by George Looby
The Midwest has long been the hotbed of innovative practices that can benefit not only agricultural practices but also other activities that benefit the general population. One of the issues in the Mississippi River Valley has been the excess of nitrates entering the watershed, upsetting the natural balance that existed before fertilization became as intensive as it is today. Nitrogen runoff into major river tributaries is a problem being addressed in several ways – one of which is treating it in such a way as to render it less toxic. At least one of these methods breaks nitrate down into nitrogen gas which is released into the atmosphere. The most expensive fertilizer used in corn production is used in such quantities that a method must be found to ensure the excess is managed in a way that it doesn’t contaminate the streams and rivers into which it flows.
The EPA has set a goal of reducing the flow of total nitrogen from the upper Mississippi Valley into the Gulf of Mexico by 45 percent. A small step-by-step approach may provide an answer, including a series of small areas that are treated individually at rather minimal expense but achieving the hoped for reduction of nitrate discharge into significant tributaries. Conservationists everywhere are watching to see if this approach is working. By all indications, it does.
The Eastern Connecticut Conservation District watched the progress being made in the Midwest and set out to develop a trial program in Connecticut, where the problem might be on a smaller scale than in other regions of the country but of considerable importance on a regional basis.
The Clean Water Act (CWA) is not new. It had its origins in 1948, being revised in 1972 to expand its scope. Under the terms of the CWA, the Environmental Protection Agency has implemented pollution control programs such as setting wastewater standards for industry. The agency has also developed national water criteria for pollutants in surface water. It is under the mandate of this authority that pollutants from agricultural runoff are managed.
Tile drainage systems have been used for many years to manage fields which, due to their location and soil type, can be difficult to effectively manage during periods of wet weather. When properly placed, drainage tile can make a significant difference in the spring when unmanaged fields are too wet to work. The same holds true in autumn, when many crops are harvested. In areas where high-priced crops are grown the savings can be considerable, when being the first to market is important. The stated benefits of tile drainage systems are that they maintain the water table at the proper level for healthiest plant growth, they keep soil voids free of excess water, which permits air flow and allows important biological processes to take place in the soil and they allow the use of the equipment needed for efficient planting and harvesting of the crop without the hassle of getting stuck.
As is true for many programs, there are both pros and cons, and so it is with managing runoff with tile drainage systems. The impact of the runoff on the farm with tile drainage may be minimal but its effects downstream may be significant. Once the water reaches a point where it empties into a drainage ditch or creek it is beyond the control of the farm from which it originated. In the case of eastern Connecticut operations, it is probably headed for Long Island Sound. Among the contaminants found in runoff are nitrogen, phosphorus and fecal coliform organisms.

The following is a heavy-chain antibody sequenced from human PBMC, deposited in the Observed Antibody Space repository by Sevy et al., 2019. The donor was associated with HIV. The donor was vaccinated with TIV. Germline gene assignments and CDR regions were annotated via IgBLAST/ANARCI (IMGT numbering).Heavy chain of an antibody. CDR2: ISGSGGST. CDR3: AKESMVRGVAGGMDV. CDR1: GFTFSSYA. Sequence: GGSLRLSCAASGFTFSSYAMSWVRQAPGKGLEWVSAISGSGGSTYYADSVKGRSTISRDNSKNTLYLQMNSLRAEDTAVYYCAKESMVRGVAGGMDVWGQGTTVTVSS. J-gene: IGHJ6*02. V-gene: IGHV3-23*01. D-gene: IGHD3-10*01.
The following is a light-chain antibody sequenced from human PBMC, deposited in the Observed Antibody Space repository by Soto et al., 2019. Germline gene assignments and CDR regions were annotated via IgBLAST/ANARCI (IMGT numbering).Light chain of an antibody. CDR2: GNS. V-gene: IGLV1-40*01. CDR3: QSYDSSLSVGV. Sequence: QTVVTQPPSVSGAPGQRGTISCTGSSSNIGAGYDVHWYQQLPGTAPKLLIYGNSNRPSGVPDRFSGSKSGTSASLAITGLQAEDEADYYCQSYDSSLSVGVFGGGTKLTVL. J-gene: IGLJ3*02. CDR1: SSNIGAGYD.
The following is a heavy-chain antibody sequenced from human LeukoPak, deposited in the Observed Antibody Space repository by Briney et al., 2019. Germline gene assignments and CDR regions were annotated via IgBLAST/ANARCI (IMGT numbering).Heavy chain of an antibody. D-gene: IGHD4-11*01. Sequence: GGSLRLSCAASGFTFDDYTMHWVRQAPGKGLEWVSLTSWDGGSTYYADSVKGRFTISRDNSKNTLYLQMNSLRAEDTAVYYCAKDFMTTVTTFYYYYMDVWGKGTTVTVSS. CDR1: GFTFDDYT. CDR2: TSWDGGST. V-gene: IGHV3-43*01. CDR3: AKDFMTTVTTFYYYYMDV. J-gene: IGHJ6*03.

What can be done? One answer is the installation of a low tech woodchip bioreactor – a ditch filled with sawdust through which all of the runoff from a tiled field must flow before it is discharged into a water source. During this time the water comes in contact with naturally occurring denitrifying soil bacteria which turns the nitrogen into nitrous oxide gas. Where necessary, phosphorus and E. coli reductions will occur if the effluent is run through an iron-enriched sand filter placed on top of the woodchips.
Woodchip bioreactors were first introduced into Connecticut this past year on Valleyside Farm in Woodstock, CT. Funding for this project was awarded by the Connecticut Department of Energy and Environmental Protection.
The Young family, owners and operators of Valleyside Farm, seem to be always ready to incorporate new technologies into their operation, so the entire region benefits from their forward-looking approach. One feature of this installation is portals built into the system which allow for the periodic sampling of water for analysis at a certified laboratory to monitor the designated nutrients and E. coli.
Based on available information, it is believed the life expectancy of one of these units is up to 20 years. Once depleted, they can be cleaned out and replenished with fresh woodchips.
After more data are accumulated, they will be published for viewing. If results are similar to those already seen elsewhere, it is likely that similar installations will be added to farms elsewhere in the area.